He has made this shift in language (with the blessing of evangelical, theologically conservative, defenders of historical orthodoxy like Norman Geisler) so that when he talks about the Bible, he’s doing so in a way that won’t automatically turn off the average unchurched person he’s trying to reach. The challenge with this is that most of the rest of the evangelical world hasn’t made a similar shift in language. As a result, when Andy says something about the Bible that he has intentionally spoken in an unchurched language, evangelicals who assume he’s speaking the same language they’ve always been trained to hear and understand, don’t understand him. Andy will say things that look and sound to the average evangelical like he’s somehow going soft on Scripture or becoming more progressive in his theology or trying to be relevant at the expense of the Gospel or some criticism along those lines, and they’ll blow him up over it. Now, on occasion he’s said something in a way he later had to come back around and clarify, but not very often because the average evangelical isn’t who he’s talking to.
At long last, then, let’s come back around to his tweet. When an unchurched person – but especially an unchurched person who has some background with the church and intentionally chose to leave it for one reason or another – hears a Christian talk about the Bible, they automatically load a whole series of assumptions into their mind that renders making much spiritual headway really difficult. They’ve probably been taught to think like you have that the Bible is a single book rather than a collection of documents. And, perhaps like you have been as well, they’ve been taught to think that if one part of it can be somehow proven false, the whole thing can be discredited as false. What this means is that if they can come up with one mark against some hard story in the Old Testament – be that an historical mark, a critical mark, a reliability mark, a moral mark, a social mark, and so on – then they can continue in their rejection of Jesus as Lord.
What this does is to put the believer trying sincerely to do evangelism with them on the defensive. You are now responsible for being able to answer every single criticism they have about the Bible before you can even get to talking about Jesus. In this way, rather than the Bible serving as your most critical ally in your attempts to share the Gospel, it has actually become an impediment. None of this has anything to do your beliefs about it. You may check off all the right boxes to have a perfectly orthodox position on it. It has everything to do with their beliefs about it. What this means, though, is that as long as you keep trying to talk to them about the Bible and about the whole of the Christian faith in your native spiritual tongue, your progress is going to be slow at best.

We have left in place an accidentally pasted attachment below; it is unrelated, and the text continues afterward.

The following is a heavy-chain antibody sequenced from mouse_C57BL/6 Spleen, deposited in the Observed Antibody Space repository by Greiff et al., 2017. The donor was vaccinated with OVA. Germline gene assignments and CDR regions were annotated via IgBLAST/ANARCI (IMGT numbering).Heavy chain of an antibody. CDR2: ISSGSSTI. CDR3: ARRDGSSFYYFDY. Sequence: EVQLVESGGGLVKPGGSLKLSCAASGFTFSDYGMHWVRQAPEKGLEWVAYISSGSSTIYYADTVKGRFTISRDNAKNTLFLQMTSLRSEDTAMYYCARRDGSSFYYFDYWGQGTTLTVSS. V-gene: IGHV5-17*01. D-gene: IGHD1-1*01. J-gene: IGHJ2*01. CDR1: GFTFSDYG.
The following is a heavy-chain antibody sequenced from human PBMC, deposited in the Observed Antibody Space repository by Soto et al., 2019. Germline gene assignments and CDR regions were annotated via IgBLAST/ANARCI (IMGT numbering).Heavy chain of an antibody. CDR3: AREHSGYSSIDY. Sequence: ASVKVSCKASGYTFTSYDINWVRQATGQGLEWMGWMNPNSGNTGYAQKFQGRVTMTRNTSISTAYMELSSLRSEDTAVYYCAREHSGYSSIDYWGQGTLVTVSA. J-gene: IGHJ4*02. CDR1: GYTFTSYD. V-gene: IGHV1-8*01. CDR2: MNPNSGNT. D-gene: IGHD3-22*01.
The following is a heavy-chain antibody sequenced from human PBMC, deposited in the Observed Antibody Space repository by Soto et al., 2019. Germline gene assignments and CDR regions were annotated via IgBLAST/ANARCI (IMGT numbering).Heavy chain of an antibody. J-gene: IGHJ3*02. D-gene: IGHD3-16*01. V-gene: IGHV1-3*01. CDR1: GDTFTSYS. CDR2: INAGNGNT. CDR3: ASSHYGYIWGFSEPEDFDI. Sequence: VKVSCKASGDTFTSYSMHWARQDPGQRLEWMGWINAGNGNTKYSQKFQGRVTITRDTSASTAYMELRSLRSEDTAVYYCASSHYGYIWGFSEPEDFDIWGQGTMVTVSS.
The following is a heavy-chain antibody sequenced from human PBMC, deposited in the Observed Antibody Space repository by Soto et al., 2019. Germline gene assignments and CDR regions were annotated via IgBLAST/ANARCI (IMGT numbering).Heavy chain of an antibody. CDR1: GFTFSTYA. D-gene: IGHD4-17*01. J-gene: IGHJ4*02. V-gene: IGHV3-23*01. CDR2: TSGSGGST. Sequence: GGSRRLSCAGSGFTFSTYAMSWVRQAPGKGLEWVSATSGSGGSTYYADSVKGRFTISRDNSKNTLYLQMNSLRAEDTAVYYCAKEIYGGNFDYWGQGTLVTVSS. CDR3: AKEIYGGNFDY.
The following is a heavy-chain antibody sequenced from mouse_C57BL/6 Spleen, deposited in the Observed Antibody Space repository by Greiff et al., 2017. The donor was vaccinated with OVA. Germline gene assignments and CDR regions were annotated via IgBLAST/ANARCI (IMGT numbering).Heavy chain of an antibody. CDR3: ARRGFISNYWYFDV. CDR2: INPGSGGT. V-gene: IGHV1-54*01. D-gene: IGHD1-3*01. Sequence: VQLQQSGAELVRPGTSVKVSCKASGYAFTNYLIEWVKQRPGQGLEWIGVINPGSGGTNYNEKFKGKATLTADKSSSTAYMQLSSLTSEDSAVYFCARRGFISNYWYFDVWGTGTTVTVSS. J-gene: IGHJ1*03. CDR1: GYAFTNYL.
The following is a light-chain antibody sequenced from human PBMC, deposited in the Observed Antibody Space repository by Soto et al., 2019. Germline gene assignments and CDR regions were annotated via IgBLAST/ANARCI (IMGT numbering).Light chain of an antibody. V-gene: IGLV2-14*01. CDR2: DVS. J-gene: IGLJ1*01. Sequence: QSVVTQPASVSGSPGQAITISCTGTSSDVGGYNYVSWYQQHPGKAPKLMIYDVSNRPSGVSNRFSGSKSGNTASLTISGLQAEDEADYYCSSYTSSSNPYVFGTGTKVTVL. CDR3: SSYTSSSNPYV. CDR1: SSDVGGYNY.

What Andy has done that is causing such a stir is to take on the assumptions of the unchurched, unbelieving person in order to neutralize them. The argument he’s making is essentially this: Look, you don’t believe any of this stuff about the Old Testament? Fine. But whether or not someone like Moses really held up a walking stick over the Red Sea so that the entire nation of Israel could cross it on the dry sea floor before putting his hands down and allowing the two massive walls of water to crush the entire Egyptian army who had tried to cross behind them doesn’t have any bearing on the historical fact of Jesus’ resurrection from the dead. The faith I’m inviting you into is not in something Moses may or may not have done, but in Jesus who rose from the dead. And we know He rose from the dead not because “the Bible tells us so,” but because Peter had breakfast with his Lord on the beach after having seen him dead and in a tomb and then told everyone about it when he had nothing to gain from making up such a story. We know Jesus rose from the dead not because the Israelites might have believed God created the world in six 24-hour days, but because James, Jesus’ brother, went from thinking His brother was crazy and a fraud to being the leader of the church in Jerusalem because he had a conversation with him after His resurrection. What I’m inviting you to do is to put your faith in Jesus and we can work out the rest later.